Missouri v. McNeely (11-1425) and its ruling on warrantless blood draws has impacted the criminal justice community and Fourth Amendment jurisprudence.
Katz v. United States
In the pivotal U.S. Supreme Court case Katz v. United States, the justices stated, “Searches conducted without warrants have been held unlawful notwithstanding facts unquestionably showing probable cause.” The compulsory administration of a blood test “plainly involves the broadly conceived reach of a search and seizure.” Warrantless searches are “per se unreasonable… subject only to a few specifically established and well-delineated exceptions.”
One such recognized exception is exigent circumstances, which “refers to those situations in which law enforcement agents will be unable or unlikely to effectuate and arrest, search or seizure, for which probable cause exists, unless they act swiftly and, without seeking prior judicial authorization.”
McNeely involved a traffic stop turned DUI investigation, followed by the compulsory administration of a blood test against the defendant’s wishes. This scenario was previously expounded upon by the Supreme Court in Schmerber v. California, which permitted the warrantless taking of blood samples in light of “‘special facts’ that might have caused the officer to reasonably believe he was faced with an emergency situation in which the delay in obtaining a warrant would threaten the destruction of evidence.” Concerning special facts in that case:
The threat of evidence destruction was caused by the fact that the percentage of alcohol in a person’s blood begins to diminish shortly after drinking stops and because there was an accident requiring time to be taken to both transport the defendant to the hospital and to investigate the scene of the accident.
However, the Court in McNeely characterized the facts as “a routine DWI case” where there were “no other ‘special facts’ of exigency.” As such, “[i]n routine DWI cases, in which no ‘special facts’ exist other than the natural dissipation alcohol in the blood, a warrant must be obtained before [a nonconsensual blood draw occurs].” Thus, on Supreme Court review, McNeely presents the following constitutional inquiry: “police authority to take a blood sample from a driver who allegedly was drunk, when the officer has no warrant but wants to act quickly because of the chemical fact that alcohol in the blood dissipates over time.”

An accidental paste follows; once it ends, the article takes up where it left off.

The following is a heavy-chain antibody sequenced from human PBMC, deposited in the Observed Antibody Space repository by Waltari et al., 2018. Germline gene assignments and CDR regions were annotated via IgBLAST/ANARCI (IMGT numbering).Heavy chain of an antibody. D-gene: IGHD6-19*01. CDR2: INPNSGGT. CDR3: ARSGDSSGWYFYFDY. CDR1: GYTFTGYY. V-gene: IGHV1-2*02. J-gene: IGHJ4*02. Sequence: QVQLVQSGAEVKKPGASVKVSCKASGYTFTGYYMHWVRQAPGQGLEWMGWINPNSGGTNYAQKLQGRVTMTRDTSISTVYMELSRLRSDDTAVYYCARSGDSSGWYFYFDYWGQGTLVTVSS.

Indeed, I previously discussed a Superior Court of Connecticut case addressing this very scenario following a deadly automobile accident. During a motion to suppress a blood toxicology report, the State made the same argument set forth by Missouri – “evidence of the defendant’s blood alcohol level would have been lost if not obtained within a reasonable time” – and equally failed because “the record [did] not contain any information that supports the finding that an exigency actually existed.” How the Supreme Court decides on this question will undoubtedly have a widespread impact on police investigations involving intoxicated drivers.
Written by Lindsay E. Raber, Esq.
When faced with a charge of operating a motor vehicle while intoxicated (a.k.a. driving under the influence) or license suspension, an individual is best served by consulting with an experienced criminal law practitioner. Should you have any questions regarding criminal defense, please do not hesitate to contact Attorney Joseph C. Maya, Esq. He may be reached at Maya Murphy, P.C., 266 Post Road East, Westport, Connecticut (located in Fairfield County), by telephone at (203) 221-3100, or by email at JMaya@mayalaw.com.
 United States v. Katz, 389 U.S. 347, 357 (1967).
 Schmerber v. California, 384 U.S. 757, 767 (1966).
 State v. Aviles, 277 Conn. 281, 293 (2006).
 Schmerber v. California, 384 U.S. 757, 770-71 (1966).
 State v. McNeely, 358 S.W.3d 65, 74 (Mo. 2012).
 State v. D’Andrea, 2006 Conn. Super. LEXIS 3381 (2006).